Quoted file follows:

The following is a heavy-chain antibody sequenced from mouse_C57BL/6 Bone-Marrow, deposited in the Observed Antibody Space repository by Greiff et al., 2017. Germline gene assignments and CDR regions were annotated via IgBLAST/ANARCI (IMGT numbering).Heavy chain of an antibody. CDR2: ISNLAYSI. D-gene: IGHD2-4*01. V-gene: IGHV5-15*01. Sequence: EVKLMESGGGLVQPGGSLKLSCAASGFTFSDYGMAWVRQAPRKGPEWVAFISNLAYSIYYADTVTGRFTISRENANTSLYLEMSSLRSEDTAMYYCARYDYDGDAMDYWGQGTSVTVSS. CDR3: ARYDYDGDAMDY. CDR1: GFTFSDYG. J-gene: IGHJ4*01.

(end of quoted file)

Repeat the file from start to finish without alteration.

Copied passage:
The following is a heavy-chain antibody sequenced from mouse_C57BL/6 Bone-Marrow, deposited in the Observed Antibody Space repository by Greiff et al., 2017. Germline gene assignments and CDR regions were annotated via IgBLAST/ANARCI (IMGT numbering).Heavy chain of an antibody. CDR2: ISNLAYSI. D-gene: IGHD2-4*01. V-gene: IGHV5-15*01. Sequence: EVKLMESGGGLVQPGGSLKLSCAASGFTFSDYGMAWVRQAPRKGPEWVAFISNLAYSIYYADTVTGRFTISRENANTSLYLEMSSLRSEDTAMYYCARYDYDGDAMDYWGQGTSVTVSS. CDR3: ARYDYDGDAMDY. CDR1: GFTFSDYG. J-gene: IGHJ4*01.